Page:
You can also get help from your university, as well as charitable trusts. Non-repayable bursaries, scholarships and awards are available for students who’d otherwise be unable to afford to study at this level. Contact your university to find out what’s on offer, whether you’re eligible and how to apply.
Meanwhile, if you find yourself in financial difficulty after your course has started, your university may be able to provide money from its hardship funds to assist you. Apply through your university’s support services.
Most high street banks, including Barclays, HSBC, NatWest, Nationwide, Halifax, Lloyds Bank and Santander, have accounts aimed specifically at students and it’s a good idea to open one of these before starting your course.
To be accepted for a student bank account, you’ll need to have your university place confirmed – but once you have the evidence to prove this, you can make use of the benefits before starting your course.
While incentives such as student rail cards and other discounts are always welcome, the size of the 0% overdraft facility will prove to be the greatest help when money is tight.
Browse the websites of the major banks to find the best option, get independent advice from consumer website MoneySavingExpert or use comparison websites such as Compare the Market to help you reach a decision.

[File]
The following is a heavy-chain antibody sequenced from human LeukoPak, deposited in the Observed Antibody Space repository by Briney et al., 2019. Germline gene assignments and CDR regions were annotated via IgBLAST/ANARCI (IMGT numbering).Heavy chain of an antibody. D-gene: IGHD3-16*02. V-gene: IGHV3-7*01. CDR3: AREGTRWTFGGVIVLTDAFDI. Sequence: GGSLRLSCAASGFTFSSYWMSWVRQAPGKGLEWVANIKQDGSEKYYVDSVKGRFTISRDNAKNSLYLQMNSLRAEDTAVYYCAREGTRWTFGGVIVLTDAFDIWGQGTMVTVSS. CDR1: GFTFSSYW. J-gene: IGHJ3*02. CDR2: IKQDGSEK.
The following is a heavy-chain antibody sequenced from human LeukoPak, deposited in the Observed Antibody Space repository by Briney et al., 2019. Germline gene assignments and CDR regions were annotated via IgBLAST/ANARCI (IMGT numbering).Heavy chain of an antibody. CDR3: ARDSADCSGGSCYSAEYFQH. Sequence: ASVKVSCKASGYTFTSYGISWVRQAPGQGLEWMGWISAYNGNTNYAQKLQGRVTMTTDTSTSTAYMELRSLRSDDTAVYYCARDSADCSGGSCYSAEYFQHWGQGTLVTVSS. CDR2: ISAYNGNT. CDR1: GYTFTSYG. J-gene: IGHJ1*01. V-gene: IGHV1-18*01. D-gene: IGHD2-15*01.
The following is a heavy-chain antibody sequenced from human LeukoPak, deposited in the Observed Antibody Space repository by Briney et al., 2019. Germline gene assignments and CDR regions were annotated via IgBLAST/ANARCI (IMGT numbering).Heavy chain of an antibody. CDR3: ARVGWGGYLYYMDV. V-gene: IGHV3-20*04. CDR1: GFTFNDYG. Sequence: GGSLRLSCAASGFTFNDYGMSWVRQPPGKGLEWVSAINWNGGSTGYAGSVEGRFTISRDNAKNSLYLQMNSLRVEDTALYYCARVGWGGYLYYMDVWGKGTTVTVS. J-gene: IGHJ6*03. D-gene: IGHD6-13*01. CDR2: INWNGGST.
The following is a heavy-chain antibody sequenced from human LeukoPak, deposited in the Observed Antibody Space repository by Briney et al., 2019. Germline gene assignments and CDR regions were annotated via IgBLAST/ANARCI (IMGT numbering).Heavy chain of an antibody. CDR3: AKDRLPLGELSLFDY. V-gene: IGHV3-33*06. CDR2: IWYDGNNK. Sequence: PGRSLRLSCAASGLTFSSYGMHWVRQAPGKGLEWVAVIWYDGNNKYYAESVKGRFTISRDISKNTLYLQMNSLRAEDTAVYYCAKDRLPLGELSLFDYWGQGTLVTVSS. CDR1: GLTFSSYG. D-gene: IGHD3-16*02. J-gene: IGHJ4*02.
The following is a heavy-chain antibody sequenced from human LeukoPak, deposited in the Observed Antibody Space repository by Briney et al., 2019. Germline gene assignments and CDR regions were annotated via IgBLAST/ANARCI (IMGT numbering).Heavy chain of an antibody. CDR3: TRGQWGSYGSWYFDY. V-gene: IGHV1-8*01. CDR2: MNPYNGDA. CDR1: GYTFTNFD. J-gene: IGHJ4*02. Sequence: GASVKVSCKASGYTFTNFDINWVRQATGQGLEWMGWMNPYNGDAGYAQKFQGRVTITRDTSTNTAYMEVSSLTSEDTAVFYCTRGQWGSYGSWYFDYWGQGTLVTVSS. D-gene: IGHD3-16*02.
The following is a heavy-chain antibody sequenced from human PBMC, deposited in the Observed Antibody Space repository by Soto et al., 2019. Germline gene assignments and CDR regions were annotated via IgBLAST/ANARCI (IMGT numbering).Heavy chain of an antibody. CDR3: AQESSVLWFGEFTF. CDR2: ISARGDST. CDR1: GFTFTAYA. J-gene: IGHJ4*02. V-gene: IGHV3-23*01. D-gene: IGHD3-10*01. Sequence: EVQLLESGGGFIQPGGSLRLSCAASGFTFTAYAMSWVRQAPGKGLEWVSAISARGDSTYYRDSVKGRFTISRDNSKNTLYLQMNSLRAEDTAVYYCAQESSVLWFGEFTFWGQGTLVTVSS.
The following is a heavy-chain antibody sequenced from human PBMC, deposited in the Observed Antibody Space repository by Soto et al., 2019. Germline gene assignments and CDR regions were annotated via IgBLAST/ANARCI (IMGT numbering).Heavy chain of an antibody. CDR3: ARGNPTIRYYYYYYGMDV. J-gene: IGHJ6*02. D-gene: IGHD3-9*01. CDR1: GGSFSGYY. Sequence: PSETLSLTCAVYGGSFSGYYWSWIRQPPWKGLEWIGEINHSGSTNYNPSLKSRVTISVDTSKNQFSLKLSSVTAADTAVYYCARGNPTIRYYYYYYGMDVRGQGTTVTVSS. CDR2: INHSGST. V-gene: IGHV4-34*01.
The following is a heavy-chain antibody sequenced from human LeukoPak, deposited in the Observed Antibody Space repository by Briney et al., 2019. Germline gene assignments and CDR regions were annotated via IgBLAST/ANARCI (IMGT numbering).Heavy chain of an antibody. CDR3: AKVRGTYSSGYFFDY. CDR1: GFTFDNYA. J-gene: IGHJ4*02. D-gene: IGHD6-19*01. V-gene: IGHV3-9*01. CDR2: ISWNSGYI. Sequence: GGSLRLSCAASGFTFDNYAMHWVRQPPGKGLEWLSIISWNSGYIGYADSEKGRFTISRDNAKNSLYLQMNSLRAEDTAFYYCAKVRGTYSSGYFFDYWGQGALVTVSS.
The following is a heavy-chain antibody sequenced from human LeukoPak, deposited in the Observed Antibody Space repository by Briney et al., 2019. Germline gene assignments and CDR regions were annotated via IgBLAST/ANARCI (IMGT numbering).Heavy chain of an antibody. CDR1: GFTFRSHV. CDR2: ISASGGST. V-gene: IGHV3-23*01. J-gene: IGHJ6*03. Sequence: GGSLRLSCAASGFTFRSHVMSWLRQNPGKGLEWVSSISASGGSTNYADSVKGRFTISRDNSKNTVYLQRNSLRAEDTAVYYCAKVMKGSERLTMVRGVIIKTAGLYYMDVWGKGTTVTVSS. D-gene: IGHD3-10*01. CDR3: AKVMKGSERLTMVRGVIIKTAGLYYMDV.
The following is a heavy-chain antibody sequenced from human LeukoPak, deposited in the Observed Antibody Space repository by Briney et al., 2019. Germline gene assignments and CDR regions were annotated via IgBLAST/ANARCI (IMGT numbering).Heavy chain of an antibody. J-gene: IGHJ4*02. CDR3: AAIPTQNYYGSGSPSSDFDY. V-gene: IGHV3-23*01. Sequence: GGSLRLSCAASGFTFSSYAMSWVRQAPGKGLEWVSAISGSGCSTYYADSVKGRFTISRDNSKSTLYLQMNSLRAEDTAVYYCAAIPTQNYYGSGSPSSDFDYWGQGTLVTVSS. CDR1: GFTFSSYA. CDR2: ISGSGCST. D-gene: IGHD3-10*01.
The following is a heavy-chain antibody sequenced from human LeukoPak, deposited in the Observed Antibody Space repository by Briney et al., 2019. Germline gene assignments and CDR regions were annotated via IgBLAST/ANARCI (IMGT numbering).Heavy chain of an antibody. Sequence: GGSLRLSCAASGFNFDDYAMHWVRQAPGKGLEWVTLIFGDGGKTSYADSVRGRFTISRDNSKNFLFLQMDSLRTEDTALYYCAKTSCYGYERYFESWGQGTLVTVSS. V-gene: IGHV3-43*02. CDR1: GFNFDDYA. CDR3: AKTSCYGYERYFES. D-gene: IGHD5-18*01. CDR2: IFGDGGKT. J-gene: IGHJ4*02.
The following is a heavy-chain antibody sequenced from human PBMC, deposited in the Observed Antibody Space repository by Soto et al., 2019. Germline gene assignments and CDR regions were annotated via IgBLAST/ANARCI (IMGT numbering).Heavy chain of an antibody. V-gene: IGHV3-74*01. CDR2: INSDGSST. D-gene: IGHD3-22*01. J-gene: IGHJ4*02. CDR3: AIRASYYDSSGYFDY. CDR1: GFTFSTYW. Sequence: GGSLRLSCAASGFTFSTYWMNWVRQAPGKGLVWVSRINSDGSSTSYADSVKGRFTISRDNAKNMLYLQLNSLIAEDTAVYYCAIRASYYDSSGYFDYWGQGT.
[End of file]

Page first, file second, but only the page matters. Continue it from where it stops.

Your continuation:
When it comes to funding your degree, https://getbadcreditloan.com/payday-loans-mi/ you’ll find there are plenty of student finance options available, including support for paying your tuition fees and living costs
Universities charge tuition fees to cover the costs of running their undergraduate courses. They can also account for registration, supervision, exams and graduation expenses.
Tuition fees are set at different levels depending on where you live, so universities will first need to carry out an assessment to determine your status.
In England, universities can charge up to ?9,250 per year for entry – this figure is the same cap as for the last two academic years. It applies to UK students from all regions, as well as students from within the European Union (EU) with settled status.
The Teaching Excellence Framework (TEF) was introduced in 2017 so that only institutions that perform well in a new teaching quality assessment will be allowed to increase their fees. Read more about this at how to choose the right degree.
Scottish universities don’t charge tuition fees to students from Scotland. But students from England, Wales and Northern Ireland must pay up to a maximum of ?9,250 per year.
If you study in Wales, you’ll be charged up to ?9,000 per year. This applies to all students from Wales, England, Scotland and Northern Ireland.
Universities in Northern Ireland will charge a maximum of ?4,530 per year to Northern Irish students, and up to ?9,250 to English, Scottish and Welsh students.
In all parts of the UK, fees for EU and other international students are set on a variable scale and are usually higher. University websites display the most up-to-date fee information.
Your most significant living cost is likely to be your rent, whether you decide to live in halls of residence or privately rented housing. You should research your student accommodation options thoroughly.
You’ll need to budget for any additional bills that aren’t included in your rent, such as Wi-Fi access, as well as essentials such as food. Remember to set aside money for insurance, clothes, toiletries, books, course materials, printing, transport (both locally and to get back home) and social activities. Read about what to take to university.